4715.0 - National Health Survey: Aboriginal and Torres Strait Islander Results, Australia, 2001  
Previous ISSUE Released at 11:30 AM (CANBERRA TIME) 20/11/2002   
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WEIGHTING, BENCHMARKING, ESTIMATION AND STANDARDISATION

Weighting

1 Weighting is the process of adjusting results from a sample survey to infer results for the total population. To do this, a 'weight' is allocated to each sample unit. The weight is a value which indicates how many population units are represented by the sample unit.

2 The first step in calculating weights for the total sample of Indigenous persons in the 2001 National Health Survey (NHS) was to assign an initial weight. Initial weights were based on whether the respondent was selected in the main NHS or the supplementary Indigenous sample. A person's initial weight was calculated as the inverse of the probability of being selected in their respective sample. For example, if the probability of a person being selected in the supplementary sample was 1 in 600, then the person would have an initial weight of 600 (i.e. they represent 600 others).

Benchmarking

3 The initial weights were calibrated to align with independent estimates of the population of interest, referred to as 'benchmarks', in designated sex by age and area of usual residence categories. Weights calibrated against population benchmarks compensate for over- or under-enumeration of particular categories of persons and ensure that the survey estimates conform to the independently estimated distribution of the population by age, sex and area of usual residence, rather than to the distribution within the sample itself.

4 The Indigenous component of the 2001 NHS was benchmarked to the estimated Indigenous population at 30 June 2001 based on results from the 2001 Census of Population and Housing.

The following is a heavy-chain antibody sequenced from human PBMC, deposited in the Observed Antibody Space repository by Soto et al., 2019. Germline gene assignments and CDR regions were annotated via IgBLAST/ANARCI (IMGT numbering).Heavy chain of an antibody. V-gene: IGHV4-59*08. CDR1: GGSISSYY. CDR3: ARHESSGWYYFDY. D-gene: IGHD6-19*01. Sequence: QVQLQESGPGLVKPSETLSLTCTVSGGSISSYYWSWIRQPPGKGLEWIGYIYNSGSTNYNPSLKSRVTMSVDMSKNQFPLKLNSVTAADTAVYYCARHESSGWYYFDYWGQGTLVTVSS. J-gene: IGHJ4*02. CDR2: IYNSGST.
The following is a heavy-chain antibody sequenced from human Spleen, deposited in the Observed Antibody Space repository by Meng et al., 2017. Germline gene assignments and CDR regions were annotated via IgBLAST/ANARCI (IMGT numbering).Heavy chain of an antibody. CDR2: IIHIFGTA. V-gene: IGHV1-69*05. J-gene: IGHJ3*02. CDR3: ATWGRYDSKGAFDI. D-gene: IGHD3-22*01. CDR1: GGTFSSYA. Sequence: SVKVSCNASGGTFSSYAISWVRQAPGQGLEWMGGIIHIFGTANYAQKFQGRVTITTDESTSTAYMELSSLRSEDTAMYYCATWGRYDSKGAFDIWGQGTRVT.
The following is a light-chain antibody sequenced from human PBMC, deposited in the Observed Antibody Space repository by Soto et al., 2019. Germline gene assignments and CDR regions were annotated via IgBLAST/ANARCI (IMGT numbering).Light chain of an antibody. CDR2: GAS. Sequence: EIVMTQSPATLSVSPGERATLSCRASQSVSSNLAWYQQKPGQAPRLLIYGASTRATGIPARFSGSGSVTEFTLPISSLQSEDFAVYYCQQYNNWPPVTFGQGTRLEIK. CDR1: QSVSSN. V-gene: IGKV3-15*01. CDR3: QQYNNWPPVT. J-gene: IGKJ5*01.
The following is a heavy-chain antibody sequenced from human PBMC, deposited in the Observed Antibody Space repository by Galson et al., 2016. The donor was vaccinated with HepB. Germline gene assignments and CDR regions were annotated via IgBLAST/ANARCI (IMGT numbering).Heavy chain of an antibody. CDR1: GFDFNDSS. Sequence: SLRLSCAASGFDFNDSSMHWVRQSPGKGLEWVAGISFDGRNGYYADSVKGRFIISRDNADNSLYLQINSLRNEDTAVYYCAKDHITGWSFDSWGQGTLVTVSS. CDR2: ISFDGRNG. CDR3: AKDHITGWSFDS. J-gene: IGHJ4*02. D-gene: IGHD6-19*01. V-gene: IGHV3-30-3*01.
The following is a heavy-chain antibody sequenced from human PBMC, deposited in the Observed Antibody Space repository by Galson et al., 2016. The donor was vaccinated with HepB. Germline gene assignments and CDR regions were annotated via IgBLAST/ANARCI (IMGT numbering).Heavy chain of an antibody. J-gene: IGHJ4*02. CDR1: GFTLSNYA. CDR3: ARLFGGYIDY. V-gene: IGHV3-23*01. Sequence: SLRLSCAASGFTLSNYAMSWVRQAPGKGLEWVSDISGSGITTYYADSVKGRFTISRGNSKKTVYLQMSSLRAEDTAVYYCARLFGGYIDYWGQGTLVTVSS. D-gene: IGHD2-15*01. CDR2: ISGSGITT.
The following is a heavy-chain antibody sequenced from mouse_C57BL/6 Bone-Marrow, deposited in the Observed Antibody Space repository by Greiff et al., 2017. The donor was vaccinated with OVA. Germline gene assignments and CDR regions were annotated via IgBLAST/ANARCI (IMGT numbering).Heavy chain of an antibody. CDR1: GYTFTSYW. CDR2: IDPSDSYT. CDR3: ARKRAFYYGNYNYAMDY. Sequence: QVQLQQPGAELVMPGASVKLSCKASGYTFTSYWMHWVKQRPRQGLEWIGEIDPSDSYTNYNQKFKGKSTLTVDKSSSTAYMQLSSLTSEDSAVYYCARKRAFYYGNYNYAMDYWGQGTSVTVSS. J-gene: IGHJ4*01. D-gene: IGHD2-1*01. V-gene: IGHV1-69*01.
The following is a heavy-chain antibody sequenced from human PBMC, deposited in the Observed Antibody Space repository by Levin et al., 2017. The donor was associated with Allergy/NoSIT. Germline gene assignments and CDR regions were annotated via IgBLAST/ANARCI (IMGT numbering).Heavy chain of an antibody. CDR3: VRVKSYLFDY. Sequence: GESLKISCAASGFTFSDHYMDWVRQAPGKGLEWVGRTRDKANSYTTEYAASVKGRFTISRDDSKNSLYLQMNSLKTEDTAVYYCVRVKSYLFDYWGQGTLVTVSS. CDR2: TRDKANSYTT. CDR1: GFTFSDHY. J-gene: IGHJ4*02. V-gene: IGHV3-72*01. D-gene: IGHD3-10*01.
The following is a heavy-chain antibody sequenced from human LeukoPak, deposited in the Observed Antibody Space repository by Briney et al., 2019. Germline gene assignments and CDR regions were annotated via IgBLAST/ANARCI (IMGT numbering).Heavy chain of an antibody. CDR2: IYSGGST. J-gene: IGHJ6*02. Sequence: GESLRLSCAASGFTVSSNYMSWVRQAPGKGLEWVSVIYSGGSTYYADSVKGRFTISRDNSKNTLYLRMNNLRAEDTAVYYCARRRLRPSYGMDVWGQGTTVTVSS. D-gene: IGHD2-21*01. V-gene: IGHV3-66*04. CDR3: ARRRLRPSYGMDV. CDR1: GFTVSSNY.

Estimation

5 Survey estimates of counts of persons are obtained by summing the weights of persons with the characteristic of interest. Estimates of non-person counts (e.g. days away from work, millilitres of alcohol consumed) are obtained by multiplying the characteristic of interest with the weight of the reporting person and aggregating.

Standardisation

6 Age standardisation techniques have been used to remove the effect of the differing age structures in the Indigenous and non-Indigenous populations for 2001, and over time. The age structure of the Indigenous population is considerably younger than that of the non-Indigenous population, and age is strongly related to many health measures. Therefore, estimates of prevalence which do not take account of age may be misleading. The age standardised estimate of prevalence is that which would have prevailed should the Indigenous and non-Indigenous populations have the standard age composition. The standard population used is the total Australian population at 30 June 2001 based on the 2001 Census of Population and Housing, adjusted for the scope of the survey.

7 The direct age standardisation method was used and the formula is as follows:



where Cdirect = the age standardised estimate of prevalence for the population of interest, a = the age categories that have been used in the age standardisation, ca = the estimate of prevalence for the population being standardised in age category a, and Psa = the proportion of the standard population in age category a. The age categories used in the standardisation were 5 year age groups to age 44, 45-54, and 55+ years of age.